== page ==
The Government and telephone operators have been put on the defensive by the actions of hundreds of groups around the country that are demanding the removal of phone masts near schools, hospitals and homes. Radiation is commonly blamed for insomnia, headaches, fatigue and cancer. Libraries and other public spaces in several cities have switched off wi fi internet cover after reports that the radio waves are harmful.
The operators are especially alarmed by court orders to remove phone transmitters despite the absence of evidence that they cause harm.
The appeal court in Versailles shocked the industry in February when it ordered Bouygues, one of the three French operators, to dismantle a mast at Tassin-la-Demi-Lune, near Lyons, because families there feared for their health. The judges acknowledged that there was no existing evidence of a threat, but there was no guarantee that a risk did not exist. The ³feeling of anxiety² of the inhabitants was therefore justified, they said.
Their reasoning is known as the ³principle of precaution², a doctrine that was proclaimed by the Socialist Government in the late 1990s as an argument for refusing to import British beef after it had been declared safe. The principle, which is also behind France¹s rejection of genetically modified crops, is deplored by scientists and ministers in President Sarkozy¹s Government.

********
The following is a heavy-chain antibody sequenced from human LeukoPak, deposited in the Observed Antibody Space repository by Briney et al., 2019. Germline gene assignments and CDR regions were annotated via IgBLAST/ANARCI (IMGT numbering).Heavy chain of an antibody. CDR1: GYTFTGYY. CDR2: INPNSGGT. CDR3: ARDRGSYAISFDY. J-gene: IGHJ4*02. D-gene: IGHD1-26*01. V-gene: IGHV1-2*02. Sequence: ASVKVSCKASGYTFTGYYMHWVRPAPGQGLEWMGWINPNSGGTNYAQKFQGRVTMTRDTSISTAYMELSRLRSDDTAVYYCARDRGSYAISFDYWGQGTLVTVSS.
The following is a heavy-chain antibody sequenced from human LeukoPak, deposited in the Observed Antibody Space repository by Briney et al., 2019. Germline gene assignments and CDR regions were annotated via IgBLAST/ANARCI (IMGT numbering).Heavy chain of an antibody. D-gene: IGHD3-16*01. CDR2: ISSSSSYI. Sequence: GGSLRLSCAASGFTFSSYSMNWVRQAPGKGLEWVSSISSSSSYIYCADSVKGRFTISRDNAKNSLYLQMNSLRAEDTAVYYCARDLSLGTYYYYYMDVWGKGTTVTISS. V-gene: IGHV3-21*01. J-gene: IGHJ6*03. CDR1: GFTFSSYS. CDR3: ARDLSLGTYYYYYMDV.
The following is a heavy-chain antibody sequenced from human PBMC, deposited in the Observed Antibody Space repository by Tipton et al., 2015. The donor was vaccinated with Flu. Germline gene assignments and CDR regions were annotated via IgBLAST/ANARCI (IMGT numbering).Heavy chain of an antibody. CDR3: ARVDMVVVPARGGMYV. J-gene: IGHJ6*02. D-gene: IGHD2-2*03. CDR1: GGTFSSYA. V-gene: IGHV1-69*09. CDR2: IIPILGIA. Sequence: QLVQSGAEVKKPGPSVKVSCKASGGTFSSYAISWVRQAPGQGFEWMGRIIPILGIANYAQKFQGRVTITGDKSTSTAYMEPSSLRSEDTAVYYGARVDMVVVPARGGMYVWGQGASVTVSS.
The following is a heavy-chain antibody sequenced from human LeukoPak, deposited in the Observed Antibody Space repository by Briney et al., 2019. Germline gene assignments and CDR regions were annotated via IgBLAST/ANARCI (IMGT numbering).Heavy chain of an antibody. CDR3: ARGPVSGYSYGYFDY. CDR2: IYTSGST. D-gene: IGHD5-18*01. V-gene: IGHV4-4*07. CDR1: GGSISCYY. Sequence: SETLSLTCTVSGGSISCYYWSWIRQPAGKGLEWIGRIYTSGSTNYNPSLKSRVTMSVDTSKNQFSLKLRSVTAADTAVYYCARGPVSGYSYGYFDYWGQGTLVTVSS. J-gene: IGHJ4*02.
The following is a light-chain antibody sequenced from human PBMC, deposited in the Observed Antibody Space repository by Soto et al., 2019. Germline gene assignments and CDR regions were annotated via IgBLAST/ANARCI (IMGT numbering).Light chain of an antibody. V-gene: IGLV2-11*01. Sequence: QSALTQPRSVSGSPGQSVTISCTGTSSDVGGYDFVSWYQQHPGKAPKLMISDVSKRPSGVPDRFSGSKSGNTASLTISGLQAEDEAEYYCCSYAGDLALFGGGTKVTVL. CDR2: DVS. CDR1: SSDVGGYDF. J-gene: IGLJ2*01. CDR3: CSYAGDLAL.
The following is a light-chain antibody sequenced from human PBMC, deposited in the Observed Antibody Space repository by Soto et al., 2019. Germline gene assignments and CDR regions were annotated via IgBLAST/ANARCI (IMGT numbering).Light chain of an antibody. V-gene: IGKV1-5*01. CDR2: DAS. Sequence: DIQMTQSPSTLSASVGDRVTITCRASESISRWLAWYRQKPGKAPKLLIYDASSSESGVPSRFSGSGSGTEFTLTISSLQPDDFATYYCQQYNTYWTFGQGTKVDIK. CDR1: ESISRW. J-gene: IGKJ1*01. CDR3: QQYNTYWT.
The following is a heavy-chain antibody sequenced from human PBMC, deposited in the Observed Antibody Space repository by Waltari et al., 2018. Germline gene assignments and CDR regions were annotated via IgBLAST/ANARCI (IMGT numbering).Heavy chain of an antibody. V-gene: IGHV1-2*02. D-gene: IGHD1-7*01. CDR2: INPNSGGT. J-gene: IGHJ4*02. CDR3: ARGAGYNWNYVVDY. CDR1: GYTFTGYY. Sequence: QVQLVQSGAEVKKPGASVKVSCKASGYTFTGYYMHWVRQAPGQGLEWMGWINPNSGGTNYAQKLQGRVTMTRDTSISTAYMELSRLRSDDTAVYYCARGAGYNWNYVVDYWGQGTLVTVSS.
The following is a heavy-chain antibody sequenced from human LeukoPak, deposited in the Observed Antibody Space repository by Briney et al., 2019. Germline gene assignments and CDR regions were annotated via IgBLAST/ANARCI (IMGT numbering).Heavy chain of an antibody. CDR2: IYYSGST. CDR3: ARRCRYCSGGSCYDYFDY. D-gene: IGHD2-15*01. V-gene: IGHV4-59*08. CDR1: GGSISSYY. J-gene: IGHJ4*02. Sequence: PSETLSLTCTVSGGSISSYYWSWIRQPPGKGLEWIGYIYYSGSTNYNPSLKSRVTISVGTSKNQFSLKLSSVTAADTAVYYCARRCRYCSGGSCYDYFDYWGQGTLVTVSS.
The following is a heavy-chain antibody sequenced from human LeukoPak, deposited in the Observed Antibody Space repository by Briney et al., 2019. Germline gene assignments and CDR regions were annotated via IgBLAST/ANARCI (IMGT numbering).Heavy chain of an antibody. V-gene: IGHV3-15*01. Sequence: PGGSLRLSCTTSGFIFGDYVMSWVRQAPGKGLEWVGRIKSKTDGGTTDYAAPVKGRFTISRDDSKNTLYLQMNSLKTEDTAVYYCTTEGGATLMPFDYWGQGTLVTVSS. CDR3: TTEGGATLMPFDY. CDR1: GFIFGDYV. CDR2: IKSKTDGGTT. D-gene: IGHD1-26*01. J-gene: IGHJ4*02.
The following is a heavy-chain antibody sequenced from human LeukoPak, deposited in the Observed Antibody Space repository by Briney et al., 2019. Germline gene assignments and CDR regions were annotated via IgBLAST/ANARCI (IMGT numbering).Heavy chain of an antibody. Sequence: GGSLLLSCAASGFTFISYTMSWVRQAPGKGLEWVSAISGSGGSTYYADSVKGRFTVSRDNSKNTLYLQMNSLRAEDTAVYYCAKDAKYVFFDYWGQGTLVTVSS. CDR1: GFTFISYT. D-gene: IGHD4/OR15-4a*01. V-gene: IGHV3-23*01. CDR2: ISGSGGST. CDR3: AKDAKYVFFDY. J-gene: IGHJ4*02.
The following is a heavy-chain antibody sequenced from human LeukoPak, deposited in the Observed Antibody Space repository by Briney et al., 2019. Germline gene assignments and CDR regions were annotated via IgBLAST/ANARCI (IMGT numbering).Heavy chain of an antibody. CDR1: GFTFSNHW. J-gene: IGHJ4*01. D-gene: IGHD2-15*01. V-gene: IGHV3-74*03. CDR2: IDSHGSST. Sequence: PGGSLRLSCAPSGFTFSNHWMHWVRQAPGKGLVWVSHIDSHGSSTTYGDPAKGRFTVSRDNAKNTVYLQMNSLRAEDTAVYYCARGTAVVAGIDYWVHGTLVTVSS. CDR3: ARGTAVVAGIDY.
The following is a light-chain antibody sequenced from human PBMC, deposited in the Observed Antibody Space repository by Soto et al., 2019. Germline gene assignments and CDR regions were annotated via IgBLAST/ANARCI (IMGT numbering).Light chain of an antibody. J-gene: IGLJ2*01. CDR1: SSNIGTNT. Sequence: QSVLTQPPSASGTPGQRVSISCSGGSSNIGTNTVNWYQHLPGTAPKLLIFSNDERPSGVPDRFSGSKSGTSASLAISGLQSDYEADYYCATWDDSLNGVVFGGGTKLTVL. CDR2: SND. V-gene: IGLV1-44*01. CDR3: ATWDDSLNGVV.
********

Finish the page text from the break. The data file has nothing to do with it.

Martin Bouygues, whose family owns the telephone operator, said that the French state must decide ³whether it wants mobile telephones or not². Fear of unproven dangers risks taking France back to the Middle Ages, said Jean de Kervasdoue, a former national director of French hospitals. ³It¹s dangerous thinking . . . like the medieval inquisitors who demanded that heretics prove their innocence,² he said. ³You cannot always prove your innocence.²
Road safety investigation - MOBILE PHONES
Think you're safe while making a mobile phone call while driving? Think again. A laboratory simulation showed that the risks are greater than you might imagine.
By Mike Rutherford
Last Updated: 5:45PM BST 22 May 2009
Picture the scene: an exasperated pub landlord asks the police for assistance after disturbance involving two of his regulars. One has imbibed several beers and is drunk. The other has been sipping orange juice and is sober. A cop arrives and diplomatically persuades them to quietly head off home in opposite directions. Job done, thinks the officer.